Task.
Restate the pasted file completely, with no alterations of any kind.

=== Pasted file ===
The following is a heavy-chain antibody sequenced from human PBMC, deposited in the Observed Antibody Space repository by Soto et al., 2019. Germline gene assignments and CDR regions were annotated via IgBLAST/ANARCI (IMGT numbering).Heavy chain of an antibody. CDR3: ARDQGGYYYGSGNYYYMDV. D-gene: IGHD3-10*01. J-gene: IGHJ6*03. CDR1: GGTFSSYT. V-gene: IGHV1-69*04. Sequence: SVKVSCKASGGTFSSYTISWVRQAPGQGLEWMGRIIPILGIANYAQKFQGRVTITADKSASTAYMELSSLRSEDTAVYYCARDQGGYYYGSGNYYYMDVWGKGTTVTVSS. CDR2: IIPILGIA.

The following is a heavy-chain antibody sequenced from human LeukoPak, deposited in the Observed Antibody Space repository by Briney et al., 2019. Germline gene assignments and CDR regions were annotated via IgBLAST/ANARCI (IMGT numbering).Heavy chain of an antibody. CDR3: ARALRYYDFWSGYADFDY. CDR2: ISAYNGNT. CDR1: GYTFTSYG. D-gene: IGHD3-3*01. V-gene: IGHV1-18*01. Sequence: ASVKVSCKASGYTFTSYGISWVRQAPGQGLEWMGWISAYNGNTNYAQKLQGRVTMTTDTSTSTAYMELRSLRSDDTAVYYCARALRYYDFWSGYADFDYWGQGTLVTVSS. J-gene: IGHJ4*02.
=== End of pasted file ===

The following is a heavy-chain antibody sequenced from human PBMC, deposited in the Observed Antibody Space repository by Soto et al., 2019. Germline gene assignments and CDR regions were annotated via IgBLAST/ANARCI (IMGT numbering).Heavy chain of an antibody. CDR3: ARDQGGYYYGSGNYYYMDV. D-gene: IGHD3-10*01. J-gene: IGHJ6*03. CDR1: GGTFSSYT. V-gene: IGHV1-69*04. Sequence: SVKVSCKASGGTFSSYTISWVRQAPGQGLEWMGRIIPILGIANYAQKFQGRVTITADKSASTAYMELSSLRSEDTAVYYCARDQGGYYYGSGNYYYMDVWGKGTTVTVSS. CDR2: IIPILGIA.

The following is a heavy-chain antibody sequenced from human LeukoPak, deposited in the Observed Antibody Space repository by Briney et al., 2019. Germline gene assignments and CDR regions were annotated via IgBLAST/ANARCI (IMGT numbering).Heavy chain of an antibody. CDR3: ARALRYYDFWSGYADFDY. CDR2: ISAYNGNT. CDR1: GYTFTSYG. D-gene: IGHD3-3*01. V-gene: IGHV1-18*01. Sequence: ASVKVSCKASGYTFTSYGISWVRQAPGQGLEWMGWISAYNGNTNYAQKLQGRVTMTTDTSTSTAYMELRSLRSDDTAVYYCARALRYYDFWSGYADFDYWGQGTLVTVSS. J-gene: IGHJ4*02.